How to beat inflation: quit buying stupid crap

Ah, it’s Christmas catalog season. Although I almost never buy anything from a catalog, I still seem to get a half dozen or so each week in November and December. 90% don’t even make it into the house - I dump them in the recycling bin in the garage.

Growing up in the 50s and 60s, the Sears Roebuck and JC Penney and “Monkey” Ward catalogs were treasured by my sister and me. These great tomes would arrive in the fall and become our go-to list for Christmas gift ideas (for us, not for others). Sears, Wards and Penneys sold lots of clothes, appliances, tools, toys, and who knows what else. The lingerie pages were this farm boy’s version of Playboy magazine - a guilty pleasure. Today, the surviving merchants have moved their “catalogs” mostly online, of course.

Catalogs of today are much skinnier, much more plentiful, and more targeted in their content. LL Bean, Sharper Image, and Signals contain page after page of specialized clothes, handy-looking gadgets, and silly coffee mugs. I don’t find it difficult to resist the lure of these well-designed marketing tools. It’s mostly stupid crap*.

A friend and I spent an hour or so at a local high-end shopping mall a couple weekends ago. Stores like Pottery Barn and Tumi and Ampersand were brightly lit and busy and contained not a single item I was tempted to buy. The new Hy-Vee grocery store in the neighborhood is the size of a Wal-Mart and contains not just a deli and a bakery, but a restaurant and clothing department and pharmacy. 90% of what grocery stores now sell is frivolous - an unhealthy. What do Target and Best Buy and Macys sell that we actually need, not just desire?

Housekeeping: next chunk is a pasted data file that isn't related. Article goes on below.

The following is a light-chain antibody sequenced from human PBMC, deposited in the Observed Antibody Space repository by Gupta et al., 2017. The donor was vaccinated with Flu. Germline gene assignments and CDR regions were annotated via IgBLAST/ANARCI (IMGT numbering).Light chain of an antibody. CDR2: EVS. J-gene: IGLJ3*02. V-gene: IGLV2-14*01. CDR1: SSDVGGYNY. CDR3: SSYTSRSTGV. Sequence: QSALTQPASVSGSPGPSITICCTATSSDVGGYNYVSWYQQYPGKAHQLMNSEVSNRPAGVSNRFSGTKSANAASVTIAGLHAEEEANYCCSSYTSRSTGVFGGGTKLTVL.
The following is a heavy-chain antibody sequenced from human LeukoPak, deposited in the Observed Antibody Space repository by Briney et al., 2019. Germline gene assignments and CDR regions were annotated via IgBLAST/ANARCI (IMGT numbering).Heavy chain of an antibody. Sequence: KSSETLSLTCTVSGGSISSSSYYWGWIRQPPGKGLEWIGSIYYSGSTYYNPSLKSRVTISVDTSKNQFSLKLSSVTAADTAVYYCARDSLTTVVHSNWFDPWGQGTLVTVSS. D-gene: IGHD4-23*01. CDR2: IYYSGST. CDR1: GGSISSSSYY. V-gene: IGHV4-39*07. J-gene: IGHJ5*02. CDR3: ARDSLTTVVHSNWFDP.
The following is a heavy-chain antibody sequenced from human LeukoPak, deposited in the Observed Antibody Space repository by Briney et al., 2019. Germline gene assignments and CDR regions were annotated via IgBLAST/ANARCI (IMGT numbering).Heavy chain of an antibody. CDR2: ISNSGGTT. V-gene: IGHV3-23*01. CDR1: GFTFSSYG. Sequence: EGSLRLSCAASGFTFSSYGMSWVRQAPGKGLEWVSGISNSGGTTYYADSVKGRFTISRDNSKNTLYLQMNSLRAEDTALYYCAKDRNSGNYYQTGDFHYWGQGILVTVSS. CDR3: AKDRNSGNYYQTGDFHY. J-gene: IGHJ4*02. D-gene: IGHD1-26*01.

So here’s the thing. If you pay to drink flavored water or energy drinks, stop bitching about the price of groceries. If you drive a pickup or SUV that gets less than 30 mpg and never haul anything, stop complaining about the price of gas. If you have so many clothes, your closet is jammed and your sock drawer is stuffed, don’t whine about supply chain problems.

Most of the people I know, even those of us who are on “fixed incomes”, can easily beat inflation by beating the temptation to buy stupid crap. 

To be fair, I know few people on the lowest income level and I am sure inflation hits them quite hard. And there are some stupid purchases I would find difficult not to make, even knowing doing so would save me a lot of money (already hard boiled eggs, premade salads, cut up fruit, premium ice cream, too much wine). I’ll try not to look down my nose at you for buying Gatorade if you don’t sneer at my Ben & Jerrys. Let’s just neither of us complain about rising costs. 

* I would rather more accurately say “stupid shit” but I’d be setting a bad example for my grandchildren.